“He’s been my guard dog since the first day I came home from the hospital,” she said.  “He loves me more than anybody,” to which Cammie added, “except for Dad.”

Which is why Santo’s retirement is somewhat depressing.  He and Jason are not just partners, but family members, and friends.  But he has put in more work time than most dogs.  At 72 pounds, he is smaller than many German shepherds, which has lengthened his potential lifespan and given him a longer career.

In order to keep up with the demands of their exhilarating work, police dogs must be in peak condition.  They must be recertified every year by an impartial agency with no connection to the dogs, handlers or police department.  Santo always passes, but now well into in his golden years, his stride has become a little sluggish.

“I could tell he was slowing down.  He would still do everything I told him to do but it would take longer for him to recover,” Jason said.  “I felt like I had an obligation to him.  He’s given the city nine good years of his life.”

“When he was working, I spent more time with him than with anybody else in my family,” said Jason, who still occasionally catches himself glancing at the cruiser’s rearview mirror, thinking he’ll see Santo in its reflection. “The car is definitely a lot quieter.”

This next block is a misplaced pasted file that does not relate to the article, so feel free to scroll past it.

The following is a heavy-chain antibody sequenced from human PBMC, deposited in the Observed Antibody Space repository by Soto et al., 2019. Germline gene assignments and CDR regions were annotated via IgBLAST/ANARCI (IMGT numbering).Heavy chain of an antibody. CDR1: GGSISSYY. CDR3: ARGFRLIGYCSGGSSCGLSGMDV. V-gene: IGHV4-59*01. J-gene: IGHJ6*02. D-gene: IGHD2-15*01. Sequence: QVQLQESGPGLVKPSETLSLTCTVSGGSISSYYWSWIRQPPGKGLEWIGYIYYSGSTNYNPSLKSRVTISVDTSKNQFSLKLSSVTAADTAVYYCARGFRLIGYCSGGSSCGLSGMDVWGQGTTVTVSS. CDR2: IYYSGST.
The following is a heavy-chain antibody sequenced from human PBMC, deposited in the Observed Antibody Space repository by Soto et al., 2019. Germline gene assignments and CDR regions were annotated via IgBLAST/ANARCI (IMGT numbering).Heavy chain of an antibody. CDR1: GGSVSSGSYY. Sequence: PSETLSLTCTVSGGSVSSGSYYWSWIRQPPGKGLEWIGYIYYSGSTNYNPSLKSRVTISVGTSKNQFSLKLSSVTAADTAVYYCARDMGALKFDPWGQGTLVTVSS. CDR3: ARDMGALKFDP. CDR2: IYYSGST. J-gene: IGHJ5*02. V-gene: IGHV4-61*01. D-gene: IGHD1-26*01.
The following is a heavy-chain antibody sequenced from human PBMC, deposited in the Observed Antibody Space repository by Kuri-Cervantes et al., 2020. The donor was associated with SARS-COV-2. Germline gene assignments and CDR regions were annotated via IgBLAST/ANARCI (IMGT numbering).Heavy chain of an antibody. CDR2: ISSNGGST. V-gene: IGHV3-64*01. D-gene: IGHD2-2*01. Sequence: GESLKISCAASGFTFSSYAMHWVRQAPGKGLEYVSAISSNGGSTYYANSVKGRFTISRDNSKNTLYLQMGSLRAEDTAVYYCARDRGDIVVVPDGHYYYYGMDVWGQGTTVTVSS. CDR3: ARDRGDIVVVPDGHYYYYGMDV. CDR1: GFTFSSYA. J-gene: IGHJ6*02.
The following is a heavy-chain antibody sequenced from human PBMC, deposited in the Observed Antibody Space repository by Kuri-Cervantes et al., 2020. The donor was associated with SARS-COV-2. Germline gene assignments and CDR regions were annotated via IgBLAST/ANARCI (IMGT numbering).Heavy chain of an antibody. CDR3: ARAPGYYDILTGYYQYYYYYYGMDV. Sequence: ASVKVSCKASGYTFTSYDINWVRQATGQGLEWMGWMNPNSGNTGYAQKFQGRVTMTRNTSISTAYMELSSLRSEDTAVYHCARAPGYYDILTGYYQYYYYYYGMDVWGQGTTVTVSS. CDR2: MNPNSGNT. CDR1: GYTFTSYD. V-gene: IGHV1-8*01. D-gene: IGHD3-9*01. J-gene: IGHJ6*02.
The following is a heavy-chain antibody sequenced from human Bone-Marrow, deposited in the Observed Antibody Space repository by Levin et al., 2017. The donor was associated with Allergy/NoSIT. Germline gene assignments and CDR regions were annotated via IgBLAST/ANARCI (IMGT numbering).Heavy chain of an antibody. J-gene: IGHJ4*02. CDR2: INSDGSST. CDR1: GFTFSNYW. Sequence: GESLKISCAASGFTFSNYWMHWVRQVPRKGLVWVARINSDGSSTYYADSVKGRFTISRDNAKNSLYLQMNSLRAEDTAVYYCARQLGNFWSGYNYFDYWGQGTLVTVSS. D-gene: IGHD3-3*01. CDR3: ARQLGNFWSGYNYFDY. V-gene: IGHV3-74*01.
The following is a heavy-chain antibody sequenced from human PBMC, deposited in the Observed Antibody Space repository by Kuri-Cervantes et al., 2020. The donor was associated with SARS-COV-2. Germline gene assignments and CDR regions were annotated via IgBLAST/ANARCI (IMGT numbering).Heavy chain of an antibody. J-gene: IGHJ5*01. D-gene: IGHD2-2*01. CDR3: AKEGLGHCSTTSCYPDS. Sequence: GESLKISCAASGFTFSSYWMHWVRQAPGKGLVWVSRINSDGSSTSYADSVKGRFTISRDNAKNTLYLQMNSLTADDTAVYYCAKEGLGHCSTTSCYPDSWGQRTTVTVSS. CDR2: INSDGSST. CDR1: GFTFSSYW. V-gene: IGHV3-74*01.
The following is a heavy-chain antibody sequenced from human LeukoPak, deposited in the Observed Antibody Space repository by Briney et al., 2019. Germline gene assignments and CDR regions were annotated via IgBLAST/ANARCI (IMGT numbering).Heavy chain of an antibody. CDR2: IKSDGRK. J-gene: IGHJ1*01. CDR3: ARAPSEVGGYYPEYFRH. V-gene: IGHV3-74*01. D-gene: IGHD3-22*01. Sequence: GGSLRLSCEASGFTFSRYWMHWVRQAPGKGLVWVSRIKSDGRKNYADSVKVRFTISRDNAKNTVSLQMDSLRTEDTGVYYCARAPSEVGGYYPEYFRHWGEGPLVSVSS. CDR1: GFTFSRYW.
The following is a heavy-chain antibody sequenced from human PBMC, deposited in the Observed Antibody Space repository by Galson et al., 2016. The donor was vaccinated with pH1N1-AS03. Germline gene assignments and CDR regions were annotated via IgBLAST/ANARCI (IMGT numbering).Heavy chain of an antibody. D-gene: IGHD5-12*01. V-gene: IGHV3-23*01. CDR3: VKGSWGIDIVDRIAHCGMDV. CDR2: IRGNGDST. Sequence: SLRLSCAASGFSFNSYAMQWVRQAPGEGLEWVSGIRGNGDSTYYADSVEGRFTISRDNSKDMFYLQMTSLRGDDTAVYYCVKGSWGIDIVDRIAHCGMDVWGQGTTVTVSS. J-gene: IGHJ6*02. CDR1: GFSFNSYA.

Though the retirement hasn’t been easy, it is well-deserved.

“It’s truly amazing to see what he can do.  He’s solved crimes in Henderson … that never would have been solved without him,” Jason said.  “It’s the best job in law enforcement.  You get to work with your best friend every day and he gives you 110 percent.”

Those rewarding days are over, but Jason is happy for his dog’s sake.

“Now he’s relaxed.  Now he’s allowed to be a dog.  He’s no longer a working dog; he’s a pet.  I can just let him enjoy himself.”